Tuesday, April 26, 2011
The American Cinema: Directors and Directions 1929-1968
“If the heroes of Ford are sustained by tradition, and the heroes of Hawks professionalism, the heroes of Walsh are sustained by nothing more than a feeling for adventure.”
• The Fordian hero knows why he is doing something even if he doesn’t know how.
• The Hawksian hero knows how to do what he is doing even if he doesn’t know why.
• The Walshian hero is less interested in the why or the how than the what. He is always plunging into the unknown, and he is never too sure what he will find there.
… Andrew Sarris in The American Cinema: Directors and Directions 1929-1968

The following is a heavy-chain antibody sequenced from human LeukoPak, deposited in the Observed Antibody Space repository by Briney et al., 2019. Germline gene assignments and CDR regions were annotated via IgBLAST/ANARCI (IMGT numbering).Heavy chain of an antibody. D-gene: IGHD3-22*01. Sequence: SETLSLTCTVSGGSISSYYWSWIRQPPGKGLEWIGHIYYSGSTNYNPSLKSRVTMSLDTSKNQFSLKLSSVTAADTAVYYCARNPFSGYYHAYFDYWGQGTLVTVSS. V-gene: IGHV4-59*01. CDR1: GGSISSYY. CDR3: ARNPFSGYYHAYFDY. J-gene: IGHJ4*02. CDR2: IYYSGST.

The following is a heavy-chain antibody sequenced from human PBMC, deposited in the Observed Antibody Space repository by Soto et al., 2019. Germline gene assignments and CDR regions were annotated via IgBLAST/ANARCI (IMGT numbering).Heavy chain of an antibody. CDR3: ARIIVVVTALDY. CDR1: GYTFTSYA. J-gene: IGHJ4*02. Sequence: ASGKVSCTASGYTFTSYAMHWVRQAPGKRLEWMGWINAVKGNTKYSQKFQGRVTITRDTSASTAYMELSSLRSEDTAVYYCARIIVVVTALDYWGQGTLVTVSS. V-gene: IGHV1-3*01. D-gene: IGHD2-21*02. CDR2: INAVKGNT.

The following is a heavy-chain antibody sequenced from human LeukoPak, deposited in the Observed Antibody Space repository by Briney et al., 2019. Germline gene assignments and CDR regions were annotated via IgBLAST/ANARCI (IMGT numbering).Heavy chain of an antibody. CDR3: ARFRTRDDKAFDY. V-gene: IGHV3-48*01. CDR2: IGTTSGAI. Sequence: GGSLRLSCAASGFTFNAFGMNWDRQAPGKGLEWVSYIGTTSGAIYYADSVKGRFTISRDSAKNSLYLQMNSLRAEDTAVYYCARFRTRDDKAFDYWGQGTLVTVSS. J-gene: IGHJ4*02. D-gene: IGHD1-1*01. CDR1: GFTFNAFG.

I find the clarity of Sarris’s three- director comparison neither without controversy nor typical of his writing. But it is very representative of the way he looks at film, film history and the center of his focus: the director.
The American Cinema came into my life in the 1960s as it did to many of my generation. And Andrew Sarris’s film counsel has to this day remained a constant in my life. Finding representative scenes to support Sarris’s claim for Hawks and for Walsh posed little difficulty. Not so with Ford. The second part of Sarris’s premise: “… even if he doesn’t know how” eliminates many choices.